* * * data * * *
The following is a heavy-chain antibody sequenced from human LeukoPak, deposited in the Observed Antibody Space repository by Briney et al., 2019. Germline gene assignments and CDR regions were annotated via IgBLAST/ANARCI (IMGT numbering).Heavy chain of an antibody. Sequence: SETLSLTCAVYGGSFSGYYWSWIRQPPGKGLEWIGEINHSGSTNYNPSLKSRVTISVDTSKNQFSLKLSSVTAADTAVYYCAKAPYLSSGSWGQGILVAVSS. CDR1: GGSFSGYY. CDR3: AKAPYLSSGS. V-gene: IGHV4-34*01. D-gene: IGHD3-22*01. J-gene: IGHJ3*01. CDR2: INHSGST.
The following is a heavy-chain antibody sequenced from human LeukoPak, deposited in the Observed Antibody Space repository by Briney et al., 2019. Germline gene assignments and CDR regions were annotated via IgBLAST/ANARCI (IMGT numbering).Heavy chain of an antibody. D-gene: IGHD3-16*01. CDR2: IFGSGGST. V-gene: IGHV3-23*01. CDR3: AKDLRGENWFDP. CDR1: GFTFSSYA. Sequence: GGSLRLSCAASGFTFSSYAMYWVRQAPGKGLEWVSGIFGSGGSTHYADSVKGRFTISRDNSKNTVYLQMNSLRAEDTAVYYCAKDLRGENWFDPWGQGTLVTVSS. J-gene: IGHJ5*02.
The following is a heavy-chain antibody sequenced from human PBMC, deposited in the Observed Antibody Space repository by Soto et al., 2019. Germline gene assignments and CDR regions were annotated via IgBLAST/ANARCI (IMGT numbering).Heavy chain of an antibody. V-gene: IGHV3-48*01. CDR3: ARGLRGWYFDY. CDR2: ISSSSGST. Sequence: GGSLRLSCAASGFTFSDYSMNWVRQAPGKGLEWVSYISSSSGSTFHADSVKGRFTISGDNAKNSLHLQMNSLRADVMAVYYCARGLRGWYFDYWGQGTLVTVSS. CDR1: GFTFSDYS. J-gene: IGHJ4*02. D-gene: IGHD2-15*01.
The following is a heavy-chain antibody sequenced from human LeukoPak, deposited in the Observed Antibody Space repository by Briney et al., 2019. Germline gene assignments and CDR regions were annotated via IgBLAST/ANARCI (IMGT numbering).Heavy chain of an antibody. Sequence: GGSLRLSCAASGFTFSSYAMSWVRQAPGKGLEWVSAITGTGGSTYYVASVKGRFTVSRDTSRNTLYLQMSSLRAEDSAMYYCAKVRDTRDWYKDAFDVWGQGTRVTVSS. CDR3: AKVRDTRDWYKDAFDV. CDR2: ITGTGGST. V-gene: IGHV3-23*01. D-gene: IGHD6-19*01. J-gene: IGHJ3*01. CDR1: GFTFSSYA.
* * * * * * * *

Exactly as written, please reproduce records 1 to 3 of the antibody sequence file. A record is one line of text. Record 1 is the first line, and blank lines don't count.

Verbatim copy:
The following is a heavy-chain antibody sequenced from human LeukoPak, deposited in the Observed Antibody Space repository by Briney et al., 2019. Germline gene assignments and CDR regions were annotated via IgBLAST/ANARCI (IMGT numbering).Heavy chain of an antibody. Sequence: SETLSLTCAVYGGSFSGYYWSWIRQPPGKGLEWIGEINHSGSTNYNPSLKSRVTISVDTSKNQFSLKLSSVTAADTAVYYCAKAPYLSSGSWGQGILVAVSS. CDR1: GGSFSGYY. CDR3: AKAPYLSSGS. V-gene: IGHV4-34*01. D-gene: IGHD3-22*01. J-gene: IGHJ3*01. CDR2: INHSGST.
The following is a heavy-chain antibody sequenced from human LeukoPak, deposited in the Observed Antibody Space repository by Briney et al., 2019. Germline gene assignments and CDR regions were annotated via IgBLAST/ANARCI (IMGT numbering).Heavy chain of an antibody. D-gene: IGHD3-16*01. CDR2: IFGSGGST. V-gene: IGHV3-23*01. CDR3: AKDLRGENWFDP. CDR1: GFTFSSYA. Sequence: GGSLRLSCAASGFTFSSYAMYWVRQAPGKGLEWVSGIFGSGGSTHYADSVKGRFTISRDNSKNTVYLQMNSLRAEDTAVYYCAKDLRGENWFDPWGQGTLVTVSS. J-gene: IGHJ5*02.
The following is a heavy-chain antibody sequenced from human PBMC, deposited in the Observed Antibody Space repository by Soto et al., 2019. Germline gene assignments and CDR regions were annotated via IgBLAST/ANARCI (IMGT numbering).Heavy chain of an antibody. V-gene: IGHV3-48*01. CDR3: ARGLRGWYFDY. CDR2: ISSSSGST. Sequence: GGSLRLSCAASGFTFSDYSMNWVRQAPGKGLEWVSYISSSSGSTFHADSVKGRFTISGDNAKNSLHLQMNSLRADVMAVYYCARGLRGWYFDYWGQGTLVTVSS. CDR1: GFTFSDYS. J-gene: IGHJ4*02. D-gene: IGHD2-15*01.